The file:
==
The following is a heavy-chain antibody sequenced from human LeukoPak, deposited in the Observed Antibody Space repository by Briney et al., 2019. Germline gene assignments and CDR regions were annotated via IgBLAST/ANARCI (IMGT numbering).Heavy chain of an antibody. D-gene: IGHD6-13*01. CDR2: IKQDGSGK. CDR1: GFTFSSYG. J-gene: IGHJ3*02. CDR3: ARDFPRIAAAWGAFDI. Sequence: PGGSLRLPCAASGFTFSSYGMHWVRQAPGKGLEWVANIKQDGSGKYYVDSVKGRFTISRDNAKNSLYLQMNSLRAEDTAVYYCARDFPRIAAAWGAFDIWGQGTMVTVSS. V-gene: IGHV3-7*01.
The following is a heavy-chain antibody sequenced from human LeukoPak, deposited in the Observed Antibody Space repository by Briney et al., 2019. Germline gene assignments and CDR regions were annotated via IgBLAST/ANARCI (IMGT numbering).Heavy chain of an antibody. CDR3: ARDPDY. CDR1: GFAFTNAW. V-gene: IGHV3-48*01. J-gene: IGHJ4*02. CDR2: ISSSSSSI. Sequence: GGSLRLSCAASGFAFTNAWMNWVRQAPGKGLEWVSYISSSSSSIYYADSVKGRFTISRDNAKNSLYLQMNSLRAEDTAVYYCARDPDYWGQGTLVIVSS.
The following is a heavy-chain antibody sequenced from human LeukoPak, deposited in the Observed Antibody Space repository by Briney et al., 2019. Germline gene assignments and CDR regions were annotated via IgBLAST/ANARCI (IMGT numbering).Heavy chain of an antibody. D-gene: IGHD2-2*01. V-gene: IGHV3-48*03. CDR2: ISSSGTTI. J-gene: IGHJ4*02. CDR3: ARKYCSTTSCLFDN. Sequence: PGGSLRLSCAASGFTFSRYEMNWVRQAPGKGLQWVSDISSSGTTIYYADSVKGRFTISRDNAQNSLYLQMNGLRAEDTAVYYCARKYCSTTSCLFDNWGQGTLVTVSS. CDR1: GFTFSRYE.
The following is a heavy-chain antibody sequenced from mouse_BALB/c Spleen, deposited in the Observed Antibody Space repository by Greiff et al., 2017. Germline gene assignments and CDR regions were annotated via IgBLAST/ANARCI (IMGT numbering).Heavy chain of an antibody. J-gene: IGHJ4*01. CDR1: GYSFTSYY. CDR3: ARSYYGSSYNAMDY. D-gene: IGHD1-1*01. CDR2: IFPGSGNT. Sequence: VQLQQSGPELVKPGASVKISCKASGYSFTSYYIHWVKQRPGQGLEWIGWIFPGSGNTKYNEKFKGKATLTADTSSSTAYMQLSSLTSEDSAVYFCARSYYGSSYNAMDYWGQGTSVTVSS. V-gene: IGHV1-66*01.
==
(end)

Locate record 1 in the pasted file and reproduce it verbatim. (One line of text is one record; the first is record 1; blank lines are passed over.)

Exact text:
The following is a heavy-chain antibody sequenced from human LeukoPak, deposited in the Observed Antibody Space repository by Briney et al., 2019. Germline gene assignments and CDR regions were annotated via IgBLAST/ANARCI (IMGT numbering).Heavy chain of an antibody. D-gene: IGHD6-13*01. CDR2: IKQDGSGK. CDR1: GFTFSSYG. J-gene: IGHJ3*02. CDR3: ARDFPRIAAAWGAFDI. Sequence: PGGSLRLPCAASGFTFSSYGMHWVRQAPGKGLEWVANIKQDGSGKYYVDSVKGRFTISRDNAKNSLYLQMNSLRAEDTAVYYCARDFPRIAAAWGAFDIWGQGTMVTVSS. V-gene: IGHV3-7*01.